let ts = TimeSpan.FromMilliseconds( float timeout)
    let rec loopForMsg = async {
        let! msg = Async.AwaitTask <| incomingMessages.ReceiveAsync(ts)
                                      .ContinueWith(fun (tt:Task<_>) -> 
                                          if tt.IsCanceled || tt.IsFaulted then None
                                          else Some tt.Result)
        match msg with
        | Some m ->  let res = scanner m
                     match res with
                     | None -> return! loopForMsg
                     | Some res -> return! res 
        | None -> return None}                             

This one also uses the same ContinueWith functionality in the recursive loopForMsg function, perhaps some of these functions could extracted out and refactored but I prefer to keep the code like this to better explain what’s going on. The the code is available on GitHub anyway so feel free to clean up any detritus and send me a pull request. Again we use pattern matching to keep calling the loopForMsg function until the result is returned or a time out occurs.

Scan #

member x.Scan(scanner, timeout) =
    async { let! res = x.TryScan(scanner, timeout)
            match res with
            | None -> return raise(TimeoutException("Scan TimedOut"))
            | Some res -> return res }

Finally we have Scan, this is much like PostAndReply in that it just acts as a wrapper around TryScan making use of pattern matching throwing an exception on a time out.

That sums up the last few pieces, completing the TDF implementation of the MailboxProcessor. I think this series of posts has shown the elegance of F#’s asynchronous workflows. The use of recursive functions and the compositional nature of asynchronous workflows really helps when you are doing this type of programming. It’s also very nice on the eye, each section being clearly defined.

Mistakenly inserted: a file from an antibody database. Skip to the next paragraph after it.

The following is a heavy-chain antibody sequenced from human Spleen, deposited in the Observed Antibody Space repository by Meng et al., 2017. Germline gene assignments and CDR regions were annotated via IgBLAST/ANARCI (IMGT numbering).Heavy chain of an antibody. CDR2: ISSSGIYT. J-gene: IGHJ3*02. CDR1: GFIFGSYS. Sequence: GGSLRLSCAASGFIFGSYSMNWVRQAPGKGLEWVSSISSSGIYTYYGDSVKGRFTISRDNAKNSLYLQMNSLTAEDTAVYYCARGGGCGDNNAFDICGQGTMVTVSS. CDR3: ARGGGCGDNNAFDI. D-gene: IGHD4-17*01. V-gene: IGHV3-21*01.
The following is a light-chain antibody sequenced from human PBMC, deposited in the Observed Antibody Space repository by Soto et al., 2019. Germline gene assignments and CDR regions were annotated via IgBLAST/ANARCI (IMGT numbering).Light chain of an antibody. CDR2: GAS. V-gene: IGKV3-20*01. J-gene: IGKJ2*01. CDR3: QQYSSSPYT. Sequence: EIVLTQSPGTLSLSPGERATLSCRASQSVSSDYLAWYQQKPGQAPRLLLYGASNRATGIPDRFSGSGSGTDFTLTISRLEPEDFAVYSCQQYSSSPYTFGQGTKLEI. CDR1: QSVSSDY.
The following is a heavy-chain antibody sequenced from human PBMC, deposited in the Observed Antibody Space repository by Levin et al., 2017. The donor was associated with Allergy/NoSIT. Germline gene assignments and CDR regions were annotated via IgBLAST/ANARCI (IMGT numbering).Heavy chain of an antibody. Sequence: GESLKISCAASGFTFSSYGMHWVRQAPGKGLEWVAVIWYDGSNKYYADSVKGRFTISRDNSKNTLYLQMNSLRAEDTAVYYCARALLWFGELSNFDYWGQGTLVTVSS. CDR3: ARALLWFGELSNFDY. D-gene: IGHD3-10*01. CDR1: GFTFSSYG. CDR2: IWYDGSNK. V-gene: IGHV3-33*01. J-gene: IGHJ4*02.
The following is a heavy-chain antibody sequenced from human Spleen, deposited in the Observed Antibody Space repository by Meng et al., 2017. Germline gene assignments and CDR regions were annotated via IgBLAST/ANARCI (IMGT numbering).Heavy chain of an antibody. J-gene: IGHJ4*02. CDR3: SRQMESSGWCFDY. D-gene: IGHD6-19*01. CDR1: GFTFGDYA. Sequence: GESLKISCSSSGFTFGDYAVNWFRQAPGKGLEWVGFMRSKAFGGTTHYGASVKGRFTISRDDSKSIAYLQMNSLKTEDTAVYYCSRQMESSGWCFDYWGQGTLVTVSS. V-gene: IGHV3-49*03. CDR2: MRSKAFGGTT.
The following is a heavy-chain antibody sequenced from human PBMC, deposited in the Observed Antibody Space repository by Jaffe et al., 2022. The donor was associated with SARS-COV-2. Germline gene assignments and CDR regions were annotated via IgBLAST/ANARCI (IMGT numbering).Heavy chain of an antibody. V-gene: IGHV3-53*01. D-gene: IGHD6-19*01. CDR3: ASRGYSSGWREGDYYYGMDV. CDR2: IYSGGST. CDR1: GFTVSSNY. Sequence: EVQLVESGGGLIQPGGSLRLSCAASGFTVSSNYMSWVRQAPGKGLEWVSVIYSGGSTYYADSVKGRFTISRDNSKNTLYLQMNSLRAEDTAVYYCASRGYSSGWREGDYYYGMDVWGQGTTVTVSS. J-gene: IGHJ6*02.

The more astute of you may have noticed something a little different. Scan and TryScan are destructive in this implementation, the unmatched messages are purged from the internal queue. Although I could have mirrored the same functionality of the MailboxProcessor by using an internal list to keep track of unmatched messages, this leads to performing checks during Receive and Scan and their derivatives to make sure that this list is used first when switching from Scan and Receive functionality.

I think the separation of concerns are a little fuzzy in the MailboxProcessor. The scan function seems like an after thought, even if you don’t use Scan you still pay a price for it as there are numerous checks between the internal queue and the unmatched messages list. You can also run into issues while using Scan and TryScan that can result in out of memory conditions due to the inherent unbounded nature. I will briefly describe and explore the conditions that can lead to that in the next post. In the implementation presented here we can get bounded checking by passing in an optional DataflowBlockOptions and setting a value for the BoundedCapacity property.

EDIT: The code for this series of articles is now available on GitHub: FSharpDataflow

Until next time…